No Penance?

So i went to confession yesterday before Mass, and I was a bit late getting to church during the normal confession times (i go to an offcampus church ten minutes away, but i got stuck behind a slow walker). anyway i did my confession and it was something that the priest didn’t think was that big of an issue (when i mentioned it before, he would always brush it off), so he didn’t ask me to do the act of contrition and he didn’t give me a penance. He did give me absolution. This was like 15 minutes before Mass, so maybe he was afraid of starting Mass late?

so two questions

  1. Was the absolution valid?
  2. Is there ever a reason to skip penance or act of contrition?

Since I started going to confession again, I have not had the priest ask me to say the Act of Contrition once. I did get a penance once, but the last 2 times, the priest did not give me a penance. I asked on another thread if this was valid, and the posters told me that it is. But I like things by the book, so next time, I am going to say the Act of Contrition anyway and ask the priest for a penance if he doesn’t offer one.

Somehow it feels like “Confession Lite” without the penance.

  1. Yes, the absolution was valid.
  2. I would imagine he probably just forgot. If he does it again, maybe you could politely bring it up with him if you see him again.

It happened with me once with an elderly priest, but I didn’t notice until the priest was gone. Knowing the priest, I’m absolutely sure that he wouldn’t have done it on purpose.

I simply prayed my act of contrition in the pew, and “made up” a penance for myself, similar to what I get from other priests after confessing similar sins.

  1. yes, neither the lack of penance nor act of contrition can invalidate properly pronounced absolution
  2. yes, he should assign a penance but if he does not you can say the our Father slowly and prayerfully, or repeat your last penance.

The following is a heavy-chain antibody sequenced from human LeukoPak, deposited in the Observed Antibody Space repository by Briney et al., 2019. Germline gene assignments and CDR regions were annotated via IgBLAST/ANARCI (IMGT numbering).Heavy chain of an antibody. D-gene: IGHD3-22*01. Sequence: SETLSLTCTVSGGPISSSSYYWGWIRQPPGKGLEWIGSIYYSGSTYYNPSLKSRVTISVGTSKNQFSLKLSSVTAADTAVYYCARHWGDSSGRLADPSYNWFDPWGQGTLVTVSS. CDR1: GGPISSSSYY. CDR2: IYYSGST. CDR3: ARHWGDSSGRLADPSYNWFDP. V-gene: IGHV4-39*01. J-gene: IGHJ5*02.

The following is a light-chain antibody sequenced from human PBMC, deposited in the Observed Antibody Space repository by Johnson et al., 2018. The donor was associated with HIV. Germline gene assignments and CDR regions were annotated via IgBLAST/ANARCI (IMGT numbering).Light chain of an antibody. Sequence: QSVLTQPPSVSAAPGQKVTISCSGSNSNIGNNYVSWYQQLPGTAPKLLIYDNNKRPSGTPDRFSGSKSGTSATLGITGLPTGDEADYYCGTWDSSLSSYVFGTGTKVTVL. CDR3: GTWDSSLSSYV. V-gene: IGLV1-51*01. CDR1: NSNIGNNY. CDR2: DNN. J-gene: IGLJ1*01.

3. yes many priests expect penitents to say the act of contrition outside the confessional and both of these are to save time, you were probably right about that

The lack of an “act” of contrition does not make confession invalid (of course we still need to have contrition)

The fact the Priest did not give you a penance also does not invalidate the absolution…he prob. forgot due to the time…you can if you want just do a penance like what you have had before from a similar confession.

But, folks, let’s be clear. Just because the priest did not assign any penance does not mean that it is not necessary to do penance. We are always free to add to the penances that a priest provides us in the confessional if we think that his penance was not sufficient. In this case, it would seem that the OP thinks that he should have been assigned some penance. The, I would suggest to the OP that he assign himself some penance for his own spiritual health and for the building up of the Body of Christ. If the priest is not going to hold you accountable then you need to be mature enough to hold yourself accountable. Just, be reasonable, don’t go overboard in assigning yourself penances. That too is a vice. Sometimes less is more.